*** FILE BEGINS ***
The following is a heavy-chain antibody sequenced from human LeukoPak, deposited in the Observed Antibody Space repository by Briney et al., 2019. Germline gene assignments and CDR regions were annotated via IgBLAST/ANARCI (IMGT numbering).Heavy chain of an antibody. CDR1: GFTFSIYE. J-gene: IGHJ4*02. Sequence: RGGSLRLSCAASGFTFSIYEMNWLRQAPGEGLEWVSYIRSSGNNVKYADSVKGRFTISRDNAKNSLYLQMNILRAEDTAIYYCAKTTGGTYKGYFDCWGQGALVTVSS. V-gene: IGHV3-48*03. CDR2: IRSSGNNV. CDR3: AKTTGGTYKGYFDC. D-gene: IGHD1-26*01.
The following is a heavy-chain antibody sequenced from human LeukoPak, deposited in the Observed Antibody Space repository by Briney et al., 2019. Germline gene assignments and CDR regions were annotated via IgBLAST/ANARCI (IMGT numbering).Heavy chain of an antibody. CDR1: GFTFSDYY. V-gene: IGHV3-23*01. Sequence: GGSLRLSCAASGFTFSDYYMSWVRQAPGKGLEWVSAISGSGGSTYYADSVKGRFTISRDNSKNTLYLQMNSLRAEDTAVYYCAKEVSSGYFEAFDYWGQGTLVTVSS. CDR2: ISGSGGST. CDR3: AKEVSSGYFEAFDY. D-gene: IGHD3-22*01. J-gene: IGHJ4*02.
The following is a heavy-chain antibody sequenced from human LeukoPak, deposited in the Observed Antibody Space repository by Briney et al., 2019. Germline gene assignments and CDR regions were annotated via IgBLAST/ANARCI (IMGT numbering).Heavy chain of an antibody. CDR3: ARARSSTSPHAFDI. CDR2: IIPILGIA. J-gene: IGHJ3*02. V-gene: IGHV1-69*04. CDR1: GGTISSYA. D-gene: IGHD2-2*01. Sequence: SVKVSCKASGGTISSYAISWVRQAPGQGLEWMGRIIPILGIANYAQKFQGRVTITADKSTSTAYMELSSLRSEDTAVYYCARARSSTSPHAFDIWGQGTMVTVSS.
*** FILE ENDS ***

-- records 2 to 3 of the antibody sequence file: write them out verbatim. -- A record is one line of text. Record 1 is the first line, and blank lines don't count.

The following is a heavy-chain antibody sequenced from human LeukoPak, deposited in the Observed Antibody Space repository by Briney et al., 2019. Germline gene assignments and CDR regions were annotated via IgBLAST/ANARCI (IMGT numbering).Heavy chain of an antibody. CDR1: GFTFSDYY. V-gene: IGHV3-23*01. Sequence: GGSLRLSCAASGFTFSDYYMSWVRQAPGKGLEWVSAISGSGGSTYYADSVKGRFTISRDNSKNTLYLQMNSLRAEDTAVYYCAKEVSSGYFEAFDYWGQGTLVTVSS. CDR2: ISGSGGST. CDR3: AKEVSSGYFEAFDY. D-gene: IGHD3-22*01. J-gene: IGHJ4*02.
The following is a heavy-chain antibody sequenced from human LeukoPak, deposited in the Observed Antibody Space repository by Briney et al., 2019. Germline gene assignments and CDR regions were annotated via IgBLAST/ANARCI (IMGT numbering).Heavy chain of an antibody. CDR3: ARARSSTSPHAFDI. CDR2: IIPILGIA. J-gene: IGHJ3*02. V-gene: IGHV1-69*04. CDR1: GGTISSYA. D-gene: IGHD2-2*01. Sequence: SVKVSCKASGGTISSYAISWVRQAPGQGLEWMGRIIPILGIANYAQKFQGRVTITADKSTSTAYMELSSLRSEDTAVYYCARARSSTSPHAFDIWGQGTMVTVSS.